India growth slows to 5% in fresh blow to Modi

Indian Prime Minister Narendra Modi in Biarritz, France, on Aug 26, on the third day of the annual G-7 Summit.
Indian Prime Minister Narendra Modi in Biarritz, France, on Aug 26, on the third day of the annual G-7 Summit.PHOTO: AFP

MUMBAI (AFP) - India's economic growth slowed for the fifth straight quarter in the April-to-June period to 5 per cent, government figures showed Friday (Aug 30) in a fresh blow to Prime Minister Narendra Modi.

But in an effort to ease the liquidity crunch that has dogged Asia's third-largest economy, the government at the same time announced the merger of 10 public sector banks into four new lenders.

The Indian economy has been suffering from weak consumer demand that saw car sales fall for the ninth month running in July, leading to calls from industry for Mr Modi to stimulate growth.

Having already this year lost to China its status as the fastest-growing major economy, the latest growth figure for India's first fiscal quarter fell well short of market expectations of 5.7 per cent.

This is despite India's central bank, reportedly under government pressure, cutting interest rates four times this year to a nine-year low in an effort to boost activity.

"The growth figures are lower than our projections and reflect major economic slowdown," Mr Sameer Narang, chief economist at the Bank of Baroda told AFP.

Mr Sujan Hajra, an economist at Anand Rathi securities, said it "reflects structural problems with the Indian economy that need long-term solutions".

Mr Narang added though he was hopeful that measures announced this month by Mr Modi's newly re-elected government would give the economy a boost in the coming quarters.

 
 

On Wednesday, India's cabinet eased restrictions on foreign investment in four key sectors, including coal mining, in an effort to attract more capital from abroad.

The government also said it was bringing forward a US$10 billion (S$13.9 billion) liquidity lifeline for banks and rolling back a levy on equity sales that had spooked foreign investors.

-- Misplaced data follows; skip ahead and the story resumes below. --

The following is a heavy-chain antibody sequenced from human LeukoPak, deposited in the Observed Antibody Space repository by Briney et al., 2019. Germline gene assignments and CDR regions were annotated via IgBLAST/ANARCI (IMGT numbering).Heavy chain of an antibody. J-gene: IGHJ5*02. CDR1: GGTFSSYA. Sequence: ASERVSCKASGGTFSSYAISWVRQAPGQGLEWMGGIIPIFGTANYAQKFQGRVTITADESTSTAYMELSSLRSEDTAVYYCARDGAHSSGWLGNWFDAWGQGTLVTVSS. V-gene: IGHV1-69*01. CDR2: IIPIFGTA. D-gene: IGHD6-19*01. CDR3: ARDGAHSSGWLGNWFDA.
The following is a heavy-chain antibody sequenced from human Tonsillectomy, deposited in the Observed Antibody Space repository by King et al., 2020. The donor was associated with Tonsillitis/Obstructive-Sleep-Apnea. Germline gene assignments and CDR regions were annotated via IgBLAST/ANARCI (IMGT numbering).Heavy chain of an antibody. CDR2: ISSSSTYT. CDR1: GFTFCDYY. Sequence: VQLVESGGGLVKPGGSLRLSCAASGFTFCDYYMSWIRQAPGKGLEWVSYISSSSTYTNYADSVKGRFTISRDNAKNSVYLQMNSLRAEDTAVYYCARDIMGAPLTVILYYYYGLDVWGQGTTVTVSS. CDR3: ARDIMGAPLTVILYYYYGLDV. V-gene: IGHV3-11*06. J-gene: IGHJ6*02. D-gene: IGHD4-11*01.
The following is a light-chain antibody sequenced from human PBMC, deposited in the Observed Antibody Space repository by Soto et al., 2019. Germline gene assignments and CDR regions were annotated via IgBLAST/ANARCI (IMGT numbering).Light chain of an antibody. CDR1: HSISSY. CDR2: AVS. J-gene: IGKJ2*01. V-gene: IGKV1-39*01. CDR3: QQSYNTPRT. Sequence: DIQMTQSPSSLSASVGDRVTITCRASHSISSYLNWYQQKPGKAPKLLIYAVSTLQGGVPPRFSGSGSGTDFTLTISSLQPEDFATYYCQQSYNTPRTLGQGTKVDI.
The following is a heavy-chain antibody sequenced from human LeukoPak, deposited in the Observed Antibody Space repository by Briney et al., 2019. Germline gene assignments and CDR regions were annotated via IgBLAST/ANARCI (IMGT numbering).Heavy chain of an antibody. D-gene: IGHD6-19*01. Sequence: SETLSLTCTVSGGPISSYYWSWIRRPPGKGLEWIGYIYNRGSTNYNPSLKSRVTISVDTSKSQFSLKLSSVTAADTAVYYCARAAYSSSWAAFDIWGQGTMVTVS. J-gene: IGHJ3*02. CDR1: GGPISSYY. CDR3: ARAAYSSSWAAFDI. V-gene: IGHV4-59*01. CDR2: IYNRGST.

The cash-strapped government is also getting a US$24 billion windfall from India's central bank, potentially giving it extra room to cut taxes and stimulate the economy.

India's right-wing government won a landslide election victory in May even though its economic record has been patchy, with unemployment at its highest since the 1970s.

While the economy has regularly grown at about 7 per cent since Mr Modi came to power in 2014, it has failed to create enough jobs for the 1.2 million Indians entering into the labour market each month.

Just ahead of Friday's growth figures announcement, Finance Minister Ms Nirmala Sitharaman also announced the merging of 10 public sector banks into four lenders, in a major overhaul of India's financial services sector.

The four new banks will hold business worth around 55.8 trillion rupees (S$1.8 trillion), or about 56 per cent of the Indian banking industry, Bloomberg News reported.

The government will also inject a combined 552.5 billion rupees into the new entities.

India, which has the world's worst bad-loan ratio, will now have 12 state-run banks instead of 27, Bloomberg reported.

"Banks will play an important role for (achieving) a 5 trillion (dollar) economy," said Mr Rajeev Kumar, India's finance secretary. "For that, we need banks which have extra lending capacity and have an ability to give better services with modern techniques."